A psychologically troubled novelty supplier is nudged towards a romance with an English woman, all the while being extorted by a phone-sex line run by a crooked mattress salesman, and purchasing stunning amounts of pudding.
Paul Thomas Anderson
Philip Seymour Hoffman
A traumatized veteran, unafraid of violence, tracks down missing girls for a living. When a job spins out of control, Joe's nightmares overtake him as a conspiracy is uncovered leading to what may be his death trip or his awakening.
During the psychedelic 60s and 70s Larry "Doc" Sportello is surprised by his former girlfriend and her plot for her billionaire boyfriend, his wife, and her boyfriend. A plan for kidnapping gets shaken up by the oddball characters entangled in this groovy kidnapping romp based upon the novel by Thomas Pynchon.Written by
With this film, Paul Thomas Anderson has depicted every decade of the twentieth century except for the 1930s (There Will Be Blood (2007) covered the 1890s-1920s, The Master (2012) covered the 1940s and 1950s, this covered the 1960s and 1970s, Boogie Nights (1997) covered the 1970s and 1980s, and Hard Eight (1996) and Magnolia (1999) each depict the 1990s). He also covered the first decade of the twenty-first century when he filmed Punch-Drunk Love (2002). See more »
When Doc is talking to the girl in Dr. Blatnoyd's office, the name plaque on Dr. Blatnoyd's desk disappears and reappears. See more »
Coy's band, The Boards, were currently renting a place in Topanga Canyon from a bass player turned record company executive, which trend watchers took as further evidence of the end of Hollywood, if not the world, as they had known it.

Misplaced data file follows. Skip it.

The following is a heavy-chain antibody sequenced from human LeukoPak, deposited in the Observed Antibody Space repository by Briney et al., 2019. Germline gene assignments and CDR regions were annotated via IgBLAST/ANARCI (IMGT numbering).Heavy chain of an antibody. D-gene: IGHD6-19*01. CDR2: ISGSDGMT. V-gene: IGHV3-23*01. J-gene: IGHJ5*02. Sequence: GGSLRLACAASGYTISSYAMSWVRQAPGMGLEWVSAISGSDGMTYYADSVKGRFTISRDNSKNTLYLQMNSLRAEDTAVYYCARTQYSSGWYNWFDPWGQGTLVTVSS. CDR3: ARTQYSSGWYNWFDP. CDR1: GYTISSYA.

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After the credits roll, the end caption is the opening inscription from Pynchon's novel, Inherent Vice: "Under the Paving-Stones, the Beach!" - Graffito, Paris, May 1968 See more »
Inherent Vice is certainly one of the most bizarre movies I've seen in a long, long time. Paul Thomas Anderson demonstrates his love of Thomas Pynchon by creating a movie that in every way feels Pynchon-esque. The film is a faithful adaption of Pynchon's late 00s novel but with a few minor sub-plots (such as the Las Vegas trip and the bets/claims) removed, not that they mattered really.
Joaquin Phoenix is one of my favourite actors and this movie - much like his previous one with PTA, The Master - is reason why. Phoenix plays a buffoonish caricature that sometimes makes us wonder if he was smoking actual pot during filming. Josh Brolin also provides a fine performance. There are a handful of women in the film but it's sad to say that they don't get enough attention in the film.
The dialogue is incoherent. You may not understand what's happening in the film at any certain time. You may ask: "what are they talking about?" "wait, what just happened?" Best reasoning I can provide is that this movie - much like its leading character - is high and rambles aimlessly here and there.
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